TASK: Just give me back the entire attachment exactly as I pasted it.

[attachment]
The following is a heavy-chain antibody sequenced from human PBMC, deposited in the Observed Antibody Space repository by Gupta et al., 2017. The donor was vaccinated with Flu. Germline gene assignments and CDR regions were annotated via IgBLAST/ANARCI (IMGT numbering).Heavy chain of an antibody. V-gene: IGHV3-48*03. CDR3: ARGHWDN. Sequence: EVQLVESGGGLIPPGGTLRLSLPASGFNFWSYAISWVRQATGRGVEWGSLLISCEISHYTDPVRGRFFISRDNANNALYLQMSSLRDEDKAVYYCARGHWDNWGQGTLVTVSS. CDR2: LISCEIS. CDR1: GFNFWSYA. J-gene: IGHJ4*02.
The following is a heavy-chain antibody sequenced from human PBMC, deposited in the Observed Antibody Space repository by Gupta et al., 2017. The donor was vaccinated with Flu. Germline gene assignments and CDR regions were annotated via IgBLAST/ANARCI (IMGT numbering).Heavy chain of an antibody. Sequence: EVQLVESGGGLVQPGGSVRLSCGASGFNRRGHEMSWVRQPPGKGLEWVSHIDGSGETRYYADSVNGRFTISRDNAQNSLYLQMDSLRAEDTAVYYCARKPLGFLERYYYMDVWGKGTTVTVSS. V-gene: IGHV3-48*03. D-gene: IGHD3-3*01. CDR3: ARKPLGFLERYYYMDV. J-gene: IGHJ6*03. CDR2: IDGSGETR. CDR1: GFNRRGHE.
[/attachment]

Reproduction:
The following is a heavy-chain antibody sequenced from human PBMC, deposited in the Observed Antibody Space repository by Gupta et al., 2017. The donor was vaccinated with Flu. Germline gene assignments and CDR regions were annotated via IgBLAST/ANARCI (IMGT numbering).Heavy chain of an antibody. V-gene: IGHV3-48*03. CDR3: ARGHWDN. Sequence: EVQLVESGGGLIPPGGTLRLSLPASGFNFWSYAISWVRQATGRGVEWGSLLISCEISHYTDPVRGRFFISRDNANNALYLQMSSLRDEDKAVYYCARGHWDNWGQGTLVTVSS. CDR2: LISCEIS. CDR1: GFNFWSYA. J-gene: IGHJ4*02.
The following is a heavy-chain antibody sequenced from human PBMC, deposited in the Observed Antibody Space repository by Gupta et al., 2017. The donor was vaccinated with Flu. Germline gene assignments and CDR regions were annotated via IgBLAST/ANARCI (IMGT numbering).Heavy chain of an antibody. Sequence: EVQLVESGGGLVQPGGSVRLSCGASGFNRRGHEMSWVRQPPGKGLEWVSHIDGSGETRYYADSVNGRFTISRDNAQNSLYLQMDSLRAEDTAVYYCARKPLGFLERYYYMDVWGKGTTVTVSS. V-gene: IGHV3-48*03. D-gene: IGHD3-3*01. CDR3: ARKPLGFLERYYYMDV. J-gene: IGHJ6*03. CDR2: IDGSGETR. CDR1: GFNRRGHE.